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Unemployment, Inc.: Six reasons why America can't create jobs

UPDATE: No net growth in new jobs in August kept the US unemployment rate at 9.1 percent. Six reasons the country is struggling to put people to work – and why it may not last.

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To give just one example, Mark Hanawalt in Waverly, Iowa, says he's looking for people with technical skills, such as engineering and running computer-controlled tools, for the manufacturing firm he co-owns, United Equipment Accessories. He describes people with those abilities as "highly competitive" and not easy to draw to small-town Iowa. The skills (and in this case geography) gap could become an even bigger problem if the economy shows gradual improvement and more firms want to hire.

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The issue goes beyond software engineers and manufacturing to a range of fields, including nutritionists and welders. In some cases, it is a matter of people lacking the know-how. In others, it is simply that they don't know the jobs exist. "There's a clear lack of information getting down to students" as well as the middle-aged jobless about what skills are in most demand, says Dr. Lund.

A skills "mismatch" between job seekers and employment opportunities isn't new. What's different now may be the scale of the problem. Job losses in this recession were deeper. And unlike what happened during business cycles half a century ago, many of the jobs won't be coming back as the US shifts from an industrial economy to one driven by knowledge, new services, and innovation.

While some economists see the skills mismatch as a minor issue, a recent analysis by economists at Wells Fargo & Company argued that it's significant enough to push up the economy's "natural" rate of unemployment – the base level of joblessness that's likely to persist even in a good economy. By their estimate, this natural rate has risen from 5 percent to 7.1 percent, with the skills issue a central cause.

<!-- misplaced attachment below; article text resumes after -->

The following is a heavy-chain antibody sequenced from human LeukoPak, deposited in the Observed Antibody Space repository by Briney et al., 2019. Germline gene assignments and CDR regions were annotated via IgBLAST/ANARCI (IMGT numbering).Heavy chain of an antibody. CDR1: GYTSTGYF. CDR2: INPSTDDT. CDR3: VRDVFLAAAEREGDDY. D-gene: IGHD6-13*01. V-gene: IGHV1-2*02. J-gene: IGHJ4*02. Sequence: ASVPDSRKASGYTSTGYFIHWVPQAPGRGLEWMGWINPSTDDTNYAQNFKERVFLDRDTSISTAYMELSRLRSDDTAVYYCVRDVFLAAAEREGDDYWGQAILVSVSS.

The talent gap is one reason some policymakers are calling for, and some students are responding to, a ramped-up effort by community colleges and vocational schools to train people for tomorrow's jobs. Lund points to an advanced manufacturing credential, supported by the National Association of Manufacturers and available through vocational schools, as one model of how to match know-how and shop-floor need.

3 Rise of the 'plutonomy'

The income gap between the richest Americans and those in the middle- or lower-income groups is large, compared with other advanced nations, and it has been widening for several decades. This may be dampening job growth in the current recovery.

The wealthy are less likely than others to spend each new dollar of income – and at a time like this more consumer spending is one of the most reliable ways to boost the economy and produce jobs, explains Peter Cappelli, a labor economist at the University of Pennsylvania's Wharton School in Philadelphia.

Talking about the rise of a so-called plutonomy, a coinage suggesting an economy dominated by wealthy plutocrats, angers many conservatives, who dismiss it as a form of "class warfare." But it's a force worth paying attention to because the economic implications may persist for years. Indeed, one reason for the gap – growing opportunities for a "superstar" or talent elite in a knowledge economy – shows no signs of easing.

There's nothing wrong with rising global wealth, but if it's concentrated too narrowly it could pose a test of social cohesion in places accustomed to broadly rising living standards. In a book published just before the recession, Benjamin Friedman, an economist at Harvard University in Cambridge, Mass., detailed the case that societies benefit from widely shared growth and suffer when their economies stagnate or when gains flow into a few hands.

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